Review Blog

Nov 06 2020

Grown by Tiffany D. Jackson

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HarperCollins, 2020. ISBN: 9780063056718.
(Age: 14+) Highly recommended. The first chapter opens with Enchanted slowly regaining consciousness in the chaos of a blood-splattered room, Korey hanging face-down across a bed, and police pounding outside the door. Then we are stepped back to the events that led to this day. Enchanted Jones is a 17 year old, in her last year of school, a champion of the swimming team, but her real interest is singing and she is determined to overcome her parents' reservations and win an auditioning competition.
A chance meeting sees Korey Fields walk into her life. He is 28 years old, famous, a singing idol, and he is interested in her and her songs. It is a gradual process, text messages, snatched moments, he is genuinely impressed by her voice, cares for her and wants to help her succeed. It is easy to be drawn to him, but before she can really work out how it happened Enchanted finds herself trapped by a violent manipulator.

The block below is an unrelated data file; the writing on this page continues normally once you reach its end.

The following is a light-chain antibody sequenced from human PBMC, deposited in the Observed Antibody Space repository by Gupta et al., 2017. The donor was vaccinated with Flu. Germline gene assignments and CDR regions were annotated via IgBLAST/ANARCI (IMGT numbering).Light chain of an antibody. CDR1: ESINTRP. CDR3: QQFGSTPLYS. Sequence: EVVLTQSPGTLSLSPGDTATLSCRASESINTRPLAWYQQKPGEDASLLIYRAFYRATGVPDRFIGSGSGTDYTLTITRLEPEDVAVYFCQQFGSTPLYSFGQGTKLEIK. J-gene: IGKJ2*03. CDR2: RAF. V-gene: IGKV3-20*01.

Jackson's description of the gradual process of grooming by Korey is very realistic. He is charming, he shares her taste in songs, and he reveals episodes from his own path into the music industry as a 14 year old, so that Enchanted sees his vulnerable side. But with time she discovers there is also a 'Mr Hyde' side to him that is angry, cruel and violent. And she has become so isolated from the people that care about her that there is no way of escape from him.
The book comes with a content warning about mentions of sexual abuse, rape, assault, child abuse, kidnapping and addiction to opioids. But the scenes are not graphic, the focus is more on the gradual sense of degradation, fear and powerlessness that trap Enchanted, and provide insight into the situation of many victims of domestic violence and sexual assault.
The story is fast-paced, with short chapters that carry the reader along, and there is a twist in the narrative that adds another element of mystery, keeping readers guessing. Readers of gritty books like On the come up by Angie Thomas will also enjoy this book about an aspiring young black singer who finds herself alone facing a situation that is beyond anything she could have predicted.
Themes: Entrapment, Sexual abuse, Violence.
Helen Eddy

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